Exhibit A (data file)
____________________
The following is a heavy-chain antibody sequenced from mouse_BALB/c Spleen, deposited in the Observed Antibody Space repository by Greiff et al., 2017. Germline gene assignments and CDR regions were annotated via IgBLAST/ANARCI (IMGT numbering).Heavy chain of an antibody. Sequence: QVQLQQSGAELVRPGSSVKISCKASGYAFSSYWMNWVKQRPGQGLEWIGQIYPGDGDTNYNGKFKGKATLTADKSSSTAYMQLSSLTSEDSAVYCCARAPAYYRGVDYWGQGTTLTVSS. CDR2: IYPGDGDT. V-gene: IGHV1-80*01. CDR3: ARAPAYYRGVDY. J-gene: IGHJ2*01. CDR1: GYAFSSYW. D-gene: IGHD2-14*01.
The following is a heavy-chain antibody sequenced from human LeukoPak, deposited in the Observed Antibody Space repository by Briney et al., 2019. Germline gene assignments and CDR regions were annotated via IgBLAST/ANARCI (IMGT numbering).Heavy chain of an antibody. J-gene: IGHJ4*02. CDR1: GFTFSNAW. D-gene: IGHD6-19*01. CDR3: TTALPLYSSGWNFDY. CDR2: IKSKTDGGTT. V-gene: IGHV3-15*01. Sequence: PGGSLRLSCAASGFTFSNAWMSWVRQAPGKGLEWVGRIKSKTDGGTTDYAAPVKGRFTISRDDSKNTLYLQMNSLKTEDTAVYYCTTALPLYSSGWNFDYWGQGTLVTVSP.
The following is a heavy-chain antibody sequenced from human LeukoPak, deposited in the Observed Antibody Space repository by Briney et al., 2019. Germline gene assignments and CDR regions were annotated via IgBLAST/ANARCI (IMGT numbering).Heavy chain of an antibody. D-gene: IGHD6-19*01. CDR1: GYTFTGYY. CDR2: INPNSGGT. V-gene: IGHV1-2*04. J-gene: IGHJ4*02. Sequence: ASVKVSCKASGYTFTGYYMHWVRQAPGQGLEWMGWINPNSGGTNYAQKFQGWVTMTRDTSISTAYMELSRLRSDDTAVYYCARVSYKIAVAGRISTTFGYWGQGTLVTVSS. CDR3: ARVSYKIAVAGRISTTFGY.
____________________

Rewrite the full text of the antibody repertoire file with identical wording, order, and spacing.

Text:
The following is a heavy-chain antibody sequenced from mouse_BALB/c Spleen, deposited in the Observed Antibody Space repository by Greiff et al., 2017. Germline gene assignments and CDR regions were annotated via IgBLAST/ANARCI (IMGT numbering).Heavy chain of an antibody. Sequence: QVQLQQSGAELVRPGSSVKISCKASGYAFSSYWMNWVKQRPGQGLEWIGQIYPGDGDTNYNGKFKGKATLTADKSSSTAYMQLSSLTSEDSAVYCCARAPAYYRGVDYWGQGTTLTVSS. CDR2: IYPGDGDT. V-gene: IGHV1-80*01. CDR3: ARAPAYYRGVDY. J-gene: IGHJ2*01. CDR1: GYAFSSYW. D-gene: IGHD2-14*01.
The following is a heavy-chain antibody sequenced from human LeukoPak, deposited in the Observed Antibody Space repository by Briney et al., 2019. Germline gene assignments and CDR regions were annotated via IgBLAST/ANARCI (IMGT numbering).Heavy chain of an antibody. J-gene: IGHJ4*02. CDR1: GFTFSNAW. D-gene: IGHD6-19*01. CDR3: TTALPLYSSGWNFDY. CDR2: IKSKTDGGTT. V-gene: IGHV3-15*01. Sequence: PGGSLRLSCAASGFTFSNAWMSWVRQAPGKGLEWVGRIKSKTDGGTTDYAAPVKGRFTISRDDSKNTLYLQMNSLKTEDTAVYYCTTALPLYSSGWNFDYWGQGTLVTVSP.
The following is a heavy-chain antibody sequenced from human LeukoPak, deposited in the Observed Antibody Space repository by Briney et al., 2019. Germline gene assignments and CDR regions were annotated via IgBLAST/ANARCI (IMGT numbering).Heavy chain of an antibody. D-gene: IGHD6-19*01. CDR1: GYTFTGYY. CDR2: INPNSGGT. V-gene: IGHV1-2*04. J-gene: IGHJ4*02. Sequence: ASVKVSCKASGYTFTGYYMHWVRQAPGQGLEWMGWINPNSGGTNYAQKFQGWVTMTRDTSISTAYMELSRLRSDDTAVYYCARVSYKIAVAGRISTTFGYWGQGTLVTVSS. CDR3: ARVSYKIAVAGRISTTFGY.